Available as a wild module only to students in the Faculties of Humanities and Social Sciences
OverviewSince Plato's Dialogues, it has been part of philosophical enquiry to consider philosophical questions using logic and common sense alone. This module aims to train students to continue in that tradition. In the first part students will be introduced to basic themes in introductory logic and critical thinking. In the second part students will be presented with a problem each week in the form of a short argument, question, or philosophical puzzle and will be asked to think about it without consulting the literature. The problem, and students' responses to it, will then form the basis of a structured discussion.
By the end of the module, students (a) will have acquired a basic logical vocabulary and techniques for the evaluation of arguments; (b) will have practised applying these techniques to selected philosophical topics; and (c) will have acquired the ability to look at new claims or problems and to apply their newly acquired argumentative and critical skills in order to generate philosophical discussions of them. It will be taught through a combination of lectures and seminars in the first half of the term, and seminars only in the second half of the term.
This module appears in:
- Humanities Undergraduate Stage 1
- Maths Foundation
- Short-Term Study
- Social Sciences Undergraduate Stage 1
- Wild Modules
In the first half of the module (five weeks), students will be taught by one 1-hour lecture and one 1-hour seminar per week.
In the second half of the module (six weeks), students will be taught by one 2-hour seminar per week.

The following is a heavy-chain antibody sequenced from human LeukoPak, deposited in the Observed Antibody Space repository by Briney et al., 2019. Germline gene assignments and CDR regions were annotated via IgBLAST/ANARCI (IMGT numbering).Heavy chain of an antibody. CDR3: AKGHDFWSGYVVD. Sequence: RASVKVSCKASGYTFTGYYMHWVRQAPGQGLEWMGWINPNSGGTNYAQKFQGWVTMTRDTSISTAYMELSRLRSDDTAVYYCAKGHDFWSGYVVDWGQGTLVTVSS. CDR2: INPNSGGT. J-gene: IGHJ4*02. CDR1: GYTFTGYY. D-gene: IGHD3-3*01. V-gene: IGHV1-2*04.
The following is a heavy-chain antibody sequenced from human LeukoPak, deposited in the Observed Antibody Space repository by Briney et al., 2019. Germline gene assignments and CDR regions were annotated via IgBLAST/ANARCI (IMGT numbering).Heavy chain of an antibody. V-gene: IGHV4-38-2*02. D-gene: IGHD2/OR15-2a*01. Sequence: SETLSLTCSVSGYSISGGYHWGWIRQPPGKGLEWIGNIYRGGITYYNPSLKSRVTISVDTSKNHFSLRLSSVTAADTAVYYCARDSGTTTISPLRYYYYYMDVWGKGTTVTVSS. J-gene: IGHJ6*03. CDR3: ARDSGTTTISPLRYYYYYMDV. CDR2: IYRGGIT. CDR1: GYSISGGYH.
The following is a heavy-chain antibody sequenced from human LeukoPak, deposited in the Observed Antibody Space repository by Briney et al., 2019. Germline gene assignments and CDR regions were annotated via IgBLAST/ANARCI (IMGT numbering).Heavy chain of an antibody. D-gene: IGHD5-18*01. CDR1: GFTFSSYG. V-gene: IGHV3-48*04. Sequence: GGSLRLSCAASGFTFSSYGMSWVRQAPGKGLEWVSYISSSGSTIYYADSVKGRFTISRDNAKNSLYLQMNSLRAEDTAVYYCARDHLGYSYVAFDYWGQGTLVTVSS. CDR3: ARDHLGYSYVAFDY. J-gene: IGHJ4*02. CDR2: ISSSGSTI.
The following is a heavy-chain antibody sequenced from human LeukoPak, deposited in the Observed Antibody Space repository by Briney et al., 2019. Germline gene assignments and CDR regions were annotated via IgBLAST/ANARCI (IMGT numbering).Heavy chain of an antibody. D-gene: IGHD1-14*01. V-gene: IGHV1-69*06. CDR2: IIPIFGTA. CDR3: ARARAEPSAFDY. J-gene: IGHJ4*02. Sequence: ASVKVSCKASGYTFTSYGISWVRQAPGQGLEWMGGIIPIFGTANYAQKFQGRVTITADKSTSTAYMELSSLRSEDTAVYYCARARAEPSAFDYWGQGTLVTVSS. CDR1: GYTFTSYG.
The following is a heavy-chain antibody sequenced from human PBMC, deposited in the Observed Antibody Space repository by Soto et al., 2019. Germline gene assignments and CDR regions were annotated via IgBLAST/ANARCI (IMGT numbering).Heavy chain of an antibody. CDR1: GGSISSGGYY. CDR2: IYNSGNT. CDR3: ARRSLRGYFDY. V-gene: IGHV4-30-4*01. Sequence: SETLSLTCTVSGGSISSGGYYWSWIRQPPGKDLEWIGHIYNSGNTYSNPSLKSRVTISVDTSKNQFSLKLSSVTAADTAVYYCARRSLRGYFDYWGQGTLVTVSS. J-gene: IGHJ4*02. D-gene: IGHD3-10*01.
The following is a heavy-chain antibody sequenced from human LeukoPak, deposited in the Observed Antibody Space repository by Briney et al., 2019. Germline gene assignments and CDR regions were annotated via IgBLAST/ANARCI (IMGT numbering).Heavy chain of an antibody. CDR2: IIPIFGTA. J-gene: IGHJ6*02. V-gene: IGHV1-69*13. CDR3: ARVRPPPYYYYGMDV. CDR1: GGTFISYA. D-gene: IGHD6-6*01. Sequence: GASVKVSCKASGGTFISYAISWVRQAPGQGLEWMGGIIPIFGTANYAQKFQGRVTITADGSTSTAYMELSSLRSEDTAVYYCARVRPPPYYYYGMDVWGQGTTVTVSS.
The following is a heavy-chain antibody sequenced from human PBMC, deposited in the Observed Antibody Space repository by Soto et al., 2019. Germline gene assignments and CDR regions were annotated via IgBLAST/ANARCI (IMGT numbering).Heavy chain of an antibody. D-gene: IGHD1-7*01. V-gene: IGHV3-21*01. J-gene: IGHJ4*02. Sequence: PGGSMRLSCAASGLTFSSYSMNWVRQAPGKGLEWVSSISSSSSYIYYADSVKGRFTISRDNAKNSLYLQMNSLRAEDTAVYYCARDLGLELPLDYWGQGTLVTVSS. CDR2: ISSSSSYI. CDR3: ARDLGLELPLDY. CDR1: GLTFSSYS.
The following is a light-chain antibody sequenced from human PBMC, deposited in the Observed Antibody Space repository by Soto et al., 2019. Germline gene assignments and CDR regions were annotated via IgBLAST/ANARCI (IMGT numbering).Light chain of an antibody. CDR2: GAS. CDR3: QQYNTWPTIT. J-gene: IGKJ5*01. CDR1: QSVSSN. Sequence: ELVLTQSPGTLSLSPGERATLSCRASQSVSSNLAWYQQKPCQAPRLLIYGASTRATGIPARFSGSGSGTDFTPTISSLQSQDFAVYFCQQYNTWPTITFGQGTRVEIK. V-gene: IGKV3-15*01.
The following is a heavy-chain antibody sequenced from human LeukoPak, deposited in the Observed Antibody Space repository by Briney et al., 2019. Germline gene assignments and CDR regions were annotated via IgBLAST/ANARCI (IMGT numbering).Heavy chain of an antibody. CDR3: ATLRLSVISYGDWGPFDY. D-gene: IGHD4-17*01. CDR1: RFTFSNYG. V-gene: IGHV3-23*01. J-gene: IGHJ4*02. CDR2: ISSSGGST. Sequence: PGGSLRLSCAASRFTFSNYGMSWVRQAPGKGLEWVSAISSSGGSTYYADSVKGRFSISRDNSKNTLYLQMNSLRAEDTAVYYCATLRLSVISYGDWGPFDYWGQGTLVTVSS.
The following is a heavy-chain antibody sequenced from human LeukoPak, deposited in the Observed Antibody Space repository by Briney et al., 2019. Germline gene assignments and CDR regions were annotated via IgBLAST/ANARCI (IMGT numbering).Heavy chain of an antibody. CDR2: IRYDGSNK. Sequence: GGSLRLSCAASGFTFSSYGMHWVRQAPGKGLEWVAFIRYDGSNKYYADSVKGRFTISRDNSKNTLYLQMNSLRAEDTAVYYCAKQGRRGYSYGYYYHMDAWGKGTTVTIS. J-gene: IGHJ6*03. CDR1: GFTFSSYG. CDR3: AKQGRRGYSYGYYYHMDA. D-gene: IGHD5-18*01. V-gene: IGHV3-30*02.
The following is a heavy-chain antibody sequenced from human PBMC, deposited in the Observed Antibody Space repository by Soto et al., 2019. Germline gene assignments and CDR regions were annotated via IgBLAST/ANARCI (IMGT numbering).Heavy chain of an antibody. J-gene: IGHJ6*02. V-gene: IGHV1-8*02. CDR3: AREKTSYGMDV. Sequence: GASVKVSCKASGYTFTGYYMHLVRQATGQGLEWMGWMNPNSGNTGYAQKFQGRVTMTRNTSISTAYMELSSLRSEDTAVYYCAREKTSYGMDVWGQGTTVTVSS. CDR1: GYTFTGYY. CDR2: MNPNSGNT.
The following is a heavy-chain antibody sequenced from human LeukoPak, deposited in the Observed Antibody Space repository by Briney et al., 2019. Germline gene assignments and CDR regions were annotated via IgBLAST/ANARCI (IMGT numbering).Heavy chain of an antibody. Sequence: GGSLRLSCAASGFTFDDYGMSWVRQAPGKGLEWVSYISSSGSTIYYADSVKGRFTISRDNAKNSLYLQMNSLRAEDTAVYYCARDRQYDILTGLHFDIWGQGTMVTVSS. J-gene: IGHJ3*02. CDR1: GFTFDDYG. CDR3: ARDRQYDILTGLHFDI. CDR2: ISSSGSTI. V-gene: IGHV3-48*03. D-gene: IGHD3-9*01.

Method of assessment
Copi & Cohen, Introduction to Logic and Elogic Exercises, Prentice Hall 2004
Fisher, A., The Logic of Real Arguments, CUP, 2004
Baggini, J. & Fosl, P.S., The Philosopher's Toolkit: A Compendium of Philosophical Concepts and Methods, Blackwell, 2003
Hodges, W., Logic, 2nd ed., Penguin, 2001
Howson, C., Logic with Trees, Taylor & Francis Ltd, 1997
Students who successfully complete this module will be able to:
1. Demonstrate an understanding of five basic logical connectives (their truth tables, their relation to their English counterparts), and an understanding of the concepts of validity, soundness and consistency
2. Demonstrate the ability to construct a truth-table and to determine the validity of simple arguments by the truth-table method
3. Demonstrate mastery of the terminology of 'necessary and sufficient conditions', 'contradiction', and tautology, and the ability to translate sentences from English into formal language and vice versa
4. Demonstrate the ability to apply skills in constructing and assessing arguments to selected philosophical topics
5. Demonstrate the ability to think through a philosophical problem on their own using common sense and logic